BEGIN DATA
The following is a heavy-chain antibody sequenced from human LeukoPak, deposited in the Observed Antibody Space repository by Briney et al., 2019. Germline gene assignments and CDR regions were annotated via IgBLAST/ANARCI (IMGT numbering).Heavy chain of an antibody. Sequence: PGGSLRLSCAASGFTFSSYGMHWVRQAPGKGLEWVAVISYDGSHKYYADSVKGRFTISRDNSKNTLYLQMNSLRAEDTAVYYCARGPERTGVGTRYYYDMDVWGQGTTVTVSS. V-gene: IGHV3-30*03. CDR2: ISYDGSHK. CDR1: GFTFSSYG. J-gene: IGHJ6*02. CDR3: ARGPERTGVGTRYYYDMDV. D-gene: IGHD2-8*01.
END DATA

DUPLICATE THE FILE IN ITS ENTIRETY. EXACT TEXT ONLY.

The following is a heavy-chain antibody sequenced from human LeukoPak, deposited in the Observed Antibody Space repository by Briney et al., 2019. Germline gene assignments and CDR regions were annotated via IgBLAST/ANARCI (IMGT numbering).Heavy chain of an antibody. Sequence: PGGSLRLSCAASGFTFSSYGMHWVRQAPGKGLEWVAVISYDGSHKYYADSVKGRFTISRDNSKNTLYLQMNSLRAEDTAVYYCARGPERTGVGTRYYYDMDVWGQGTTVTVSS. V-gene: IGHV3-30*03. CDR2: ISYDGSHK. CDR1: GFTFSSYG. J-gene: IGHJ6*02. CDR3: ARGPERTGVGTRYYYDMDV. D-gene: IGHD2-8*01.